Herrhausen fell victim to a sophisticated roadside bomb shortly after leaving his home in Bad Homburg on 30 November 1989. He was being chauffeured to work in his armoured Mercedes-Benz, with bodyguards in both a lead vehicle and another following behind. The bomb had been hidden in a saddle bag on a bicycle next to the road that the assassins knew Herrhausen would be traveling in his three-car convoy. In the bag was a 7 kg bomb that was detonated when Herrhausen's car interrupted a beam of infrared light as it passed the bicycle. The bomb targeted the most vulnerable area of Herrhausen's car – the door where he was sitting – and required split-second timing to overcome the car's special armour plating. The bomb utilized a Misznay-Schardin mechanism. A copper plate, placed between the explosive and the target, was deformed and projected by the force of the explosion. It is unlikely that this improvised explosive device had the precise engineering required to form the liner into a more effective slug or "carrot" shape (as in a shaped charge or an EFP) but in any case, the detonation resulted in a mass of copper being projected toward the car at a speed of nearly two kilometers per second, effectively penetrating the armoured Mercedes. Herrhausen's legs were severed and he bled to death.
No one has ever been charged with the murder. For a long time, the German federal prosecutor office listed Andrea Klump and Christoph Seidler of the Red Army Faction as the only suspects. The Federal Criminal Police Office (Germany) presented a chief witness Siegfried Nonne who later retracted his statements in which he claimed to have sheltered four terrorists in his home. His half-brother Hugo Föller (died 23 January 1992) furthermore declared that no other persons had been at the flat at the time. On 1 July 1992 German television broadcast Nonne's explanations of how he was coached and threatened by the Verfassungsschutz, the German internal intelligence agency, to become the main witness. In 2004 the federal prosecutor dropped the charges against the Red Army Faction; the investigation was to continue without naming a suspect. Certain German and US media connected the assassination of Alfred Herrhausen to the Staatssicherheitsdienst (Stasi) of the GDR.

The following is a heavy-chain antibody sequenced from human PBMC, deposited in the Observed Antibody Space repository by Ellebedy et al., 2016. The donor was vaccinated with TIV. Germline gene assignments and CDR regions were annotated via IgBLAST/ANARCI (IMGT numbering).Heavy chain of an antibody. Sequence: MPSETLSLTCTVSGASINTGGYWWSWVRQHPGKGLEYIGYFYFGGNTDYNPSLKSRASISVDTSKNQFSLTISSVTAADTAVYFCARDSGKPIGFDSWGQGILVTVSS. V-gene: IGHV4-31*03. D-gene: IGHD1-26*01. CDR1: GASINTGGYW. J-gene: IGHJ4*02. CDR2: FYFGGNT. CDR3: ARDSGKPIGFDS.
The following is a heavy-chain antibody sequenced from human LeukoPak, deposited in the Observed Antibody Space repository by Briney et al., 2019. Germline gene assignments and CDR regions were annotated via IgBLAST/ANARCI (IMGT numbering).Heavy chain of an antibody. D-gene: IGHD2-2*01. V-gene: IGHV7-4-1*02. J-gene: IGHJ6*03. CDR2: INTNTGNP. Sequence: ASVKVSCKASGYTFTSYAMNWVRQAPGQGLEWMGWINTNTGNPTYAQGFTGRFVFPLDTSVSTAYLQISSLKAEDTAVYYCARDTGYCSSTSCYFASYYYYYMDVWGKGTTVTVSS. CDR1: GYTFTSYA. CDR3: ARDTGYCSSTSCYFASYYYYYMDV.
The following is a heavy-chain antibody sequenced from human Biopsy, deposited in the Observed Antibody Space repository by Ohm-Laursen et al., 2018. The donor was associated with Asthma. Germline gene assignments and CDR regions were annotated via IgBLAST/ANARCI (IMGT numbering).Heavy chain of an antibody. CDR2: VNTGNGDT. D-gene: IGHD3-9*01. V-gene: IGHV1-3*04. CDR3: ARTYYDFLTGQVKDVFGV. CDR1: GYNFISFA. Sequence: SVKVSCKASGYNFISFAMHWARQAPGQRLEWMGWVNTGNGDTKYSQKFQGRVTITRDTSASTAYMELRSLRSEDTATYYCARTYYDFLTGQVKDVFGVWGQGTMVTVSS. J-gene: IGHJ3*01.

The award-winning German documentary movie of 2001 Black Box BRD retells the lives and deaths of Alfred Herrhausen and Wolfgang Grams, a radical activist (who was a major suspect in the attack on Herrhausen). 
- 2007 Wall Street Journal article speculating about communist assassins
- Gravesite at Waldfriedhof Bad Homburg, Germany. "We must say what we think. We must do what we say. We must also be what we do."
- Thomas Moser: Andreas Veiel: Black Box BRD. Alfred Herrhausen, die Deutsche Bank, die RAF und Wolfgang Grams. Deutschlandfunk, 23 December 2002